Bibliography




Van Allen Probes Bibliography is from August 2012 through September 2021

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Energetic radiation belt electron precipitation showing ULF modulation



AuthorBrito, T.; Woodger, L.; Hudson, M.; MILLAN, R;
KeywordsCharged particle motion and acceleration; Energetic particles: precipitating; Radiation belts; wave-particle interactions
Abstract1] The energization and loss processes for energetic radiation belt electrons are not yet well understood. Ultra Low Frequency (ULF) waves have been correlated with both enhancement in outer zone radiation belt electron flux and modulation of precipitation loss to the atmosphere. This study considers the effects of ULF waves in the Pc-4 to Pc-5 period range (45 s\textendash600 s) on electron loss to the atmosphere on a time scale of several minutes. Global simulations using magnetohydrodynamics (MHD) model fields as drivers provide a valuable tool for studying the dynamics of these \~MeV energetic particles. ACE satellite measurements of the MHD solar wind parameters are used as the upstream boundary condition for the Lyon-Fedder-Mobarry (LFM) 3D MHD code calculation of fields, used to drive electrons in a 3D test particle simulation that keeps track of attributes like energy, pitch-angle and L-shell. The simulation results are compared with balloon observations obtained during the January 21, 2005 CME-shock event. Rapid loss of 20 keV to 1.5 MeV electrons was detected by balloon-borne measurements ofbremsstrahlungX-rays during the MINIS campaign following the shock arrival at Earth. The global precipitation response of the radiation belts to this CME-shock driven storm was investigated focusing on their interaction with ULF waves. A primary cause for the precipitation modulation seen in both the simulation and the MINIS campaign is suggested based on the lowering of mirror points due to compressional magnetic field oscillations.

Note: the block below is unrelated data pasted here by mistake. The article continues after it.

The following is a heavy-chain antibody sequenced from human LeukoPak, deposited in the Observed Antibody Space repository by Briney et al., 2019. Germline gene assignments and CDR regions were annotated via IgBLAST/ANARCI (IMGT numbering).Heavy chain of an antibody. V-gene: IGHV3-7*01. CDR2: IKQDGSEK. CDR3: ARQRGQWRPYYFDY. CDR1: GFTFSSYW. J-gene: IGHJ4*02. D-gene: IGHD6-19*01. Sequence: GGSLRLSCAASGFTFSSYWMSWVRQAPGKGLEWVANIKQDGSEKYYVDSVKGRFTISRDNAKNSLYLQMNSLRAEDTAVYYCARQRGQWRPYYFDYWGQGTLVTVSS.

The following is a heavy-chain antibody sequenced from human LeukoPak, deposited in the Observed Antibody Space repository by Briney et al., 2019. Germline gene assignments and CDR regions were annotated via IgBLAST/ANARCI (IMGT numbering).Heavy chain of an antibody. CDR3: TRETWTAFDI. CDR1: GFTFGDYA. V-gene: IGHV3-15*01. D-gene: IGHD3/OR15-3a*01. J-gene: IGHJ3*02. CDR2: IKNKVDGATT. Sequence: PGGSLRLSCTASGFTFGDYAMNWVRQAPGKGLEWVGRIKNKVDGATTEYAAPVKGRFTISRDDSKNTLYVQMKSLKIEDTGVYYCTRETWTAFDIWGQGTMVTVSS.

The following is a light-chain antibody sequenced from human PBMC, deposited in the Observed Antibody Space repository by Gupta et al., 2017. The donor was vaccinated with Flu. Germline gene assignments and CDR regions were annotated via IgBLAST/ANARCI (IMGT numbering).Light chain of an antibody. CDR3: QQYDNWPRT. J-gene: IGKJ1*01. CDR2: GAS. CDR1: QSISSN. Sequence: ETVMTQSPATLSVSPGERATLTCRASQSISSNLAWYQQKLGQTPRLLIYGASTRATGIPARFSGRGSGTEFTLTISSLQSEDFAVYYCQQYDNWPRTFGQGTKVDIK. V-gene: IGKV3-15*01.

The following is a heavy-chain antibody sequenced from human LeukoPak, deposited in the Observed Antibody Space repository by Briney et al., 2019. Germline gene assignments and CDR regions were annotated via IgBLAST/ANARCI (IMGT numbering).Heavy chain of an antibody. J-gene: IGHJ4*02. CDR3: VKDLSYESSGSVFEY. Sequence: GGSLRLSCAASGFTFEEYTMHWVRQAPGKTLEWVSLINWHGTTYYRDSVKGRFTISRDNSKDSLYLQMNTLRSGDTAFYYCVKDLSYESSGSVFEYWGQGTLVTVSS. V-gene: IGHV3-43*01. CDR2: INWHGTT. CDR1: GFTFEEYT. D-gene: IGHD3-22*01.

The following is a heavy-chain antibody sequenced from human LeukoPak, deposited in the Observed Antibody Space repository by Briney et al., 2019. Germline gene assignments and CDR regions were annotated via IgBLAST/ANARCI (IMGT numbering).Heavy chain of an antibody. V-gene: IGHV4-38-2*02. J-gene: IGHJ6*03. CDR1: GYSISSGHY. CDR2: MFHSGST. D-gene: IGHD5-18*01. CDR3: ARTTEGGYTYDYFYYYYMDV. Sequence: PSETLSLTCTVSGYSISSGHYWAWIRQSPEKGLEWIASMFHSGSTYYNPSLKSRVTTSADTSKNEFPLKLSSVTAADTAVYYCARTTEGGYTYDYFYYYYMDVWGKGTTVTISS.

Year of Publication2012
JournalGeophysical Research Letters
Volume39
Number of Pages28
Section
Date Published11/2012
ISBN
URLhttp://onlinelibrary.wiley.com/doi/10.1029/2012GL053790/full
DOI10.1029/2012GL053790